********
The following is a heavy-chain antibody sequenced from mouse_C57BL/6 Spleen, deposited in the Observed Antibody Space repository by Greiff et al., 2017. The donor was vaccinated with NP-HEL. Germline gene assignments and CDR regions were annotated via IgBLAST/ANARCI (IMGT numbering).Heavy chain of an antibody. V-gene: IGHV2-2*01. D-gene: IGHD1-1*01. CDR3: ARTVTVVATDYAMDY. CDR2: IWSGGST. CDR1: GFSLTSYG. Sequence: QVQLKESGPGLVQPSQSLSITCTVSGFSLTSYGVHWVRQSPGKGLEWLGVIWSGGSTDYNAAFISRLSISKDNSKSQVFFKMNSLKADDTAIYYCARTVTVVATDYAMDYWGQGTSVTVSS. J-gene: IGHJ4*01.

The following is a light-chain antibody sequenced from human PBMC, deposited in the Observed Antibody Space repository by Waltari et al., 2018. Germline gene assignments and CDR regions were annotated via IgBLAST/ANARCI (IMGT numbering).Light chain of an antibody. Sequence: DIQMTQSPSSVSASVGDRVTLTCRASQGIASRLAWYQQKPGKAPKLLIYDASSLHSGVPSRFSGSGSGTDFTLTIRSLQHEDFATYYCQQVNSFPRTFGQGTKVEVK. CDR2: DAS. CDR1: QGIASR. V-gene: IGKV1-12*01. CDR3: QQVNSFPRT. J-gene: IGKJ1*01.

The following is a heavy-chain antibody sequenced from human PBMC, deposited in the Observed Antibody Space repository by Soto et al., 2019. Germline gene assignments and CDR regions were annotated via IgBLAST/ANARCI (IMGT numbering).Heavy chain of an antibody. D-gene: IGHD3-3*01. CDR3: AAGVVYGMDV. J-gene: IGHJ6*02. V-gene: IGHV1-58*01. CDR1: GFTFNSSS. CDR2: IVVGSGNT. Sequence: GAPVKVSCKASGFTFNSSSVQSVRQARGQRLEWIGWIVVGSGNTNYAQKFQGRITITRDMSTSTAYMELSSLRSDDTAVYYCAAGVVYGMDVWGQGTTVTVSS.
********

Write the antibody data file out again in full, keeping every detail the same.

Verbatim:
The following is a heavy-chain antibody sequenced from mouse_C57BL/6 Spleen, deposited in the Observed Antibody Space repository by Greiff et al., 2017. The donor was vaccinated with NP-HEL. Germline gene assignments and CDR regions were annotated via IgBLAST/ANARCI (IMGT numbering).Heavy chain of an antibody. V-gene: IGHV2-2*01. D-gene: IGHD1-1*01. CDR3: ARTVTVVATDYAMDY. CDR2: IWSGGST. CDR1: GFSLTSYG. Sequence: QVQLKESGPGLVQPSQSLSITCTVSGFSLTSYGVHWVRQSPGKGLEWLGVIWSGGSTDYNAAFISRLSISKDNSKSQVFFKMNSLKADDTAIYYCARTVTVVATDYAMDYWGQGTSVTVSS. J-gene: IGHJ4*01.

The following is a light-chain antibody sequenced from human PBMC, deposited in the Observed Antibody Space repository by Waltari et al., 2018. Germline gene assignments and CDR regions were annotated via IgBLAST/ANARCI (IMGT numbering).Light chain of an antibody. Sequence: DIQMTQSPSSVSASVGDRVTLTCRASQGIASRLAWYQQKPGKAPKLLIYDASSLHSGVPSRFSGSGSGTDFTLTIRSLQHEDFATYYCQQVNSFPRTFGQGTKVEVK. CDR2: DAS. CDR1: QGIASR. V-gene: IGKV1-12*01. CDR3: QQVNSFPRT. J-gene: IGKJ1*01.

The following is a heavy-chain antibody sequenced from human PBMC, deposited in the Observed Antibody Space repository by Soto et al., 2019. Germline gene assignments and CDR regions were annotated via IgBLAST/ANARCI (IMGT numbering).Heavy chain of an antibody. D-gene: IGHD3-3*01. CDR3: AAGVVYGMDV. J-gene: IGHJ6*02. V-gene: IGHV1-58*01. CDR1: GFTFNSSS. CDR2: IVVGSGNT. Sequence: GAPVKVSCKASGFTFNSSSVQSVRQARGQRLEWIGWIVVGSGNTNYAQKFQGRITITRDMSTSTAYMELSSLRSDDTAVYYCAAGVVYGMDVWGQGTTVTVSS.